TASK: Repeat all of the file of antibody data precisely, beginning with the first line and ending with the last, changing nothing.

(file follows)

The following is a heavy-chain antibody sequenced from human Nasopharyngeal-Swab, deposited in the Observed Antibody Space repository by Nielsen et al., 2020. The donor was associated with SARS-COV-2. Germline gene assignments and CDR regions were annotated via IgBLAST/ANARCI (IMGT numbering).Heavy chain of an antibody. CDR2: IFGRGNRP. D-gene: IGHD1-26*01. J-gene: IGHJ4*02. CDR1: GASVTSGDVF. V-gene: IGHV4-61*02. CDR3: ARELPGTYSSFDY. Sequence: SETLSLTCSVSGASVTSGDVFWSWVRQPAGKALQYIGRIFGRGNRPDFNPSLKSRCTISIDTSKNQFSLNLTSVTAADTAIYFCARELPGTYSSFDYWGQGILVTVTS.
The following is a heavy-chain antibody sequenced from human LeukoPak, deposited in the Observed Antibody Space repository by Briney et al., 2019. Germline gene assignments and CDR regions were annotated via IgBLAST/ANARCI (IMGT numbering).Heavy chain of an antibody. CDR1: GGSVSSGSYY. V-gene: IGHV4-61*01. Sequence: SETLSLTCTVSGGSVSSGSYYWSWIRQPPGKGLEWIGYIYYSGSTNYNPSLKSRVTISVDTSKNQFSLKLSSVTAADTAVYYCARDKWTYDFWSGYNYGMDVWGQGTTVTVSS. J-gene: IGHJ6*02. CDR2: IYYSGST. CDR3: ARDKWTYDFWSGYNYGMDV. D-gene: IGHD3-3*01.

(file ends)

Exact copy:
The following is a heavy-chain antibody sequenced from human Nasopharyngeal-Swab, deposited in the Observed Antibody Space repository by Nielsen et al., 2020. The donor was associated with SARS-COV-2. Germline gene assignments and CDR regions were annotated via IgBLAST/ANARCI (IMGT numbering).Heavy chain of an antibody. CDR2: IFGRGNRP. D-gene: IGHD1-26*01. J-gene: IGHJ4*02. CDR1: GASVTSGDVF. V-gene: IGHV4-61*02. CDR3: ARELPGTYSSFDY. Sequence: SETLSLTCSVSGASVTSGDVFWSWVRQPAGKALQYIGRIFGRGNRPDFNPSLKSRCTISIDTSKNQFSLNLTSVTAADTAIYFCARELPGTYSSFDYWGQGILVTVTS.
The following is a heavy-chain antibody sequenced from human LeukoPak, deposited in the Observed Antibody Space repository by Briney et al., 2019. Germline gene assignments and CDR regions were annotated via IgBLAST/ANARCI (IMGT numbering).Heavy chain of an antibody. CDR1: GGSVSSGSYY. V-gene: IGHV4-61*01. Sequence: SETLSLTCTVSGGSVSSGSYYWSWIRQPPGKGLEWIGYIYYSGSTNYNPSLKSRVTISVDTSKNQFSLKLSSVTAADTAVYYCARDKWTYDFWSGYNYGMDVWGQGTTVTVSS. J-gene: IGHJ6*02. CDR2: IYYSGST. CDR3: ARDKWTYDFWSGYNYGMDV. D-gene: IGHD3-3*01.